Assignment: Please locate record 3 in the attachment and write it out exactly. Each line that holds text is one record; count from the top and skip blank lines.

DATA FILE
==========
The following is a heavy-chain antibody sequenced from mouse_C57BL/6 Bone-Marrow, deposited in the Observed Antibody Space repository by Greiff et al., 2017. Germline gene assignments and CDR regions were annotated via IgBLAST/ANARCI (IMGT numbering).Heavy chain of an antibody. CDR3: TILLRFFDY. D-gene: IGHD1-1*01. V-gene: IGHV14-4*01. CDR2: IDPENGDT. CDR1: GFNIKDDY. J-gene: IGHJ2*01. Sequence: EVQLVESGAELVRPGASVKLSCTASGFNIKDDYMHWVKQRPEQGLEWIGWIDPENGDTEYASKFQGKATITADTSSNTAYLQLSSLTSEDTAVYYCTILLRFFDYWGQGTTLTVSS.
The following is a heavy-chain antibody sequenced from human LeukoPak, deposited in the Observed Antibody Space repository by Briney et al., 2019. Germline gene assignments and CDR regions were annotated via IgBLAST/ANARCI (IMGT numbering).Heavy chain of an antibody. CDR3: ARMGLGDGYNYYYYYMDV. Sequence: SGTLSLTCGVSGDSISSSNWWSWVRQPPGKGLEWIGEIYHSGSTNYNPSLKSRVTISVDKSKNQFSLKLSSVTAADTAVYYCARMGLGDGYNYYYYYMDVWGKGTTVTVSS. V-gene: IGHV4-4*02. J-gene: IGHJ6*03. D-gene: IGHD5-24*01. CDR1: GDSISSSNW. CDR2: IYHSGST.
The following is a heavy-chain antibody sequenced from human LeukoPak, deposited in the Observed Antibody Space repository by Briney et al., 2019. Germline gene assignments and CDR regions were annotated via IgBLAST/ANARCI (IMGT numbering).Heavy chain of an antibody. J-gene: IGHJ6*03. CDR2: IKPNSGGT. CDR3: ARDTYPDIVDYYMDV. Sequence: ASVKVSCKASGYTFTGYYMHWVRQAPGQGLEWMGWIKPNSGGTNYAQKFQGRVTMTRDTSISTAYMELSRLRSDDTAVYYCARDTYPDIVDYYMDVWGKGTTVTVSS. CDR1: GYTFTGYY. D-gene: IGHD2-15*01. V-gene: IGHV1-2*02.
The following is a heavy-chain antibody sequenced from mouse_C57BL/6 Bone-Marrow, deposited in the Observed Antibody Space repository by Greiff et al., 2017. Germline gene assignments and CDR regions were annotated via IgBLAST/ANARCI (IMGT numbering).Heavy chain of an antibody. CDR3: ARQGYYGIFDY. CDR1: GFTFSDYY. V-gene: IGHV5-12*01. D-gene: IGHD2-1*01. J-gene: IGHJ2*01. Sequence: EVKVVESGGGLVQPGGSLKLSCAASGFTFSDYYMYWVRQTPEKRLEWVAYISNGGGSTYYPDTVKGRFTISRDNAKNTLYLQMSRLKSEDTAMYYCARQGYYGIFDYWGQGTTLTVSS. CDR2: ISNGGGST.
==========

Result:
The following is a heavy-chain antibody sequenced from human LeukoPak, deposited in the Observed Antibody Space repository by Briney et al., 2019. Germline gene assignments and CDR regions were annotated via IgBLAST/ANARCI (IMGT numbering).Heavy chain of an antibody. J-gene: IGHJ6*03. CDR2: IKPNSGGT. CDR3: ARDTYPDIVDYYMDV. Sequence: ASVKVSCKASGYTFTGYYMHWVRQAPGQGLEWMGWIKPNSGGTNYAQKFQGRVTMTRDTSISTAYMELSRLRSDDTAVYYCARDTYPDIVDYYMDVWGKGTTVTVSS. CDR1: GYTFTGYY. D-gene: IGHD2-15*01. V-gene: IGHV1-2*02.